Fentanyl (1-phenethyl-4-N- propionylanilinopiperidine) is a potent but short-acting opioid receptor antagonist. It is estimated to be up to 75-100 times stronger than morphine but mainly affects µ-opioid receptors in the central nervous system. Medically, it is used for analgesia and anaesthesia.
Fentanyl is used illicitly for its euphoric and sedative effects although the euphoric effect is considered to be milder than with morphine. Tolerance and physical addiction to fentanyl can develop quickly through persistent use. Fentanyl toxicity is mediated through opioid receptors. Typical signs of fentanyl poisoning include respiratory arrest, central nervous system depression (coma), muscle rigidity and miosis (pinpoint pupils). Other symptoms include bradycardia or decreased heart rate, hypotension and bowel obstruction. Urine output is also reduced. Withdrawal symptoms are typical of opiates and include myalgia (muscle pains), flu-like symptoms, tremors, anxiety, agitation and nausea but can be exceptionally pronounced.
Risks of recreational fentanyl use
Fentanyl is a highly potent drug and, as such, carries a serious risk of overdose. Respiratory arrest can develop rapidly. The non-clinical use of fentanyl patches, including sucking, swallowing, extraction and intravenous use, (Durogesic®, Matrifen®, Fentanyl® [several manufacturers]) represents a particularly high risk. There is no way of controlling the dosage when administered in this manner but the effects may take place very rapidly, which can prove fatal. The strongest patches worn on the skin may be extremely dangerous for opiate-naive users, especially if they are “left” on during sleep. Changes to the skin, including the effects of temperature change on blood flow, may accelerate absorption by up to a third, leading to toxicity. Used and discarded patches are also dangerous as, due to their design, they still contain high levels of fentanyl.
Recreational users who cut smaller pieces out of patches may misjudge the dosage by assuming that the size of the piece they are cutting is directly proportional to the amount of fentanyl it contains. Although the size may give some indication of the likely concentration, this practice is by no means recommended. When the patches are cut, the depot structure is broken, which can result in an uncontrolled release of fentanyl. The exact make up of the patches can vary between manufacturers and the sizing has not been standardised. There have been attempts to improve the safety of the patches, including distributing the fentanyl evenly throughout a matrix rather than storing it in a reservoir.
Concomitant use with other CNS medications, including benzodiazepines, alcohol or other opiates, increases the risk of overdose. As fentanyl is metabolised mainly by the CYP3A4 liver enzyme, the administration of other therapeutic agents or other substances may in some cases lead to marked changes to fentanyl concentrations in the body. In addition to patches, fentanyl is also available as a spray and as oral and parenteral formulations.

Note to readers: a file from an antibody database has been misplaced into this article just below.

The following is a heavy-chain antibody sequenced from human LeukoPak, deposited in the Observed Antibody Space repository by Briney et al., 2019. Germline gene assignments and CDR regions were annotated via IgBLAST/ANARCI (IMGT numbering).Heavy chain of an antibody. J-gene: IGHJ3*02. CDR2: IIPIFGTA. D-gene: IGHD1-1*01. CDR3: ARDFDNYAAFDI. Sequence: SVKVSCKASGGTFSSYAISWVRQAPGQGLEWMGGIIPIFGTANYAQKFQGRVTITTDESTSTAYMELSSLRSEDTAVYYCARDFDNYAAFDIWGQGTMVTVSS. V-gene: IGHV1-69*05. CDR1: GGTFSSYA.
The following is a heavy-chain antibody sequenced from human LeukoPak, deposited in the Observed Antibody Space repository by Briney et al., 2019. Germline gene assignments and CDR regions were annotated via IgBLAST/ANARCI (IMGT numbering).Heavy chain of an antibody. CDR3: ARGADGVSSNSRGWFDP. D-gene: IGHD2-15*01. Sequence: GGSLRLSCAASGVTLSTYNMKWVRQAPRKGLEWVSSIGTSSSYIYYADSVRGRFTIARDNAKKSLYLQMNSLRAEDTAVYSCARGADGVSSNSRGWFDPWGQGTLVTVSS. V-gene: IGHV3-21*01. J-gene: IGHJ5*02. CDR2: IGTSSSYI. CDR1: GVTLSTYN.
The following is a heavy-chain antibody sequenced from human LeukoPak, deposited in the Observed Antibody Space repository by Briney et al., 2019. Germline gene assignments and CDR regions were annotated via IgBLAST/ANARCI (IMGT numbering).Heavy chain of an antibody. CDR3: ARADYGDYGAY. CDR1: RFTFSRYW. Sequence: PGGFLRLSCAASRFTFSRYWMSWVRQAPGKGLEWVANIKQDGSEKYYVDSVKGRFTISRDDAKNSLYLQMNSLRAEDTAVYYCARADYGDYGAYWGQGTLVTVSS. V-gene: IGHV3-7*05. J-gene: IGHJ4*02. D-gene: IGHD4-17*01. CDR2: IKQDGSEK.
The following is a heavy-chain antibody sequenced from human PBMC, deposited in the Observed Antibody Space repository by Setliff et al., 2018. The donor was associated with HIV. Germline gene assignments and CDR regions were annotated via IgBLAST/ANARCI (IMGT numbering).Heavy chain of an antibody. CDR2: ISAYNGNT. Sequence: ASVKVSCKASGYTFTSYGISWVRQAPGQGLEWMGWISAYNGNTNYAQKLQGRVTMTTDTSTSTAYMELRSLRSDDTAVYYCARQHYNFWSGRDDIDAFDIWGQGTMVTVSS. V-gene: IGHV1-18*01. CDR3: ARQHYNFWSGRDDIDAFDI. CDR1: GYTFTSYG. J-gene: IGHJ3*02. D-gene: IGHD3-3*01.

When fentanyl is administered subcutaneously or intravenously, 1mg of morphine is estimated to equate to 0.01mg (or 10mcg) of fentanyl. The oral transmucosal administration of fentanyl is estimated to be 40 to 70% more effective than IV administration. If a patch contains “25mcg/h” of fentanyl, it means that 25 micrograms of fentanyl is released per hour. Usually, a patch is worn for a period of 72 hours, meaning that the total dose over that period of time is 25mcg/h x 72 = 1800mcg or 1.8mg. This dose is 18 times greater than the 100mcg used intravenously to induce general anaesthesia when full resuscitation facilities are available. The strongest patches (100mcg/h) contain up to 72 times this dose. A lethal dose is currently estimated at 2mg but individual susceptibility varies greatly.
When fentanyl is administered intravenously, the effect is immediate and peaks within a matter of minutes. When used for analgesia, the effects are estimated to last for 30 to 60 minutes. Increasing the dose to lengthen the effect can often lead to the administration of a lethal dose, which is why fentanyl in the healthcare setting is commonly administered as a continuous infusion or intermittent bolus doses or via a depot patch. The patches take effect over a period of several hours, with a steady concentration achieved within 12 to 24 hours. The onset of any side effects will also be delayed.
Respiratory depression or breathlessness is an alarming sign of an impending fentanyl overdose. An overdose can be treated with an opioid antagonist such as naxolone but treatment must commence promptly. It appears that some fentanyl users have a buprenorphine syringe available in case of an overdose. Buprenorphine is a partial antagonist and there is currently no scientific evidence of its effectiveness as a first-line treatment for fentanyl overdose. Naloxone should therefore be considered the only available antidote. Since 2006, fentanyl has been associated with more than 30 deaths in Finland. In many of the cases, there has been evidence of concomitant recreational drug use but in some of the cases users have simply not been fully aware of the dangers posed by fentanyl.
If you suspect that you or someone else is suffering from a fentanyl overdose, dial 112 immediately or contact the Poison Information Centre at 09 471 977. CPR must be commenced immediately and it must be continued until paramedic or other healthcare staff arrive.
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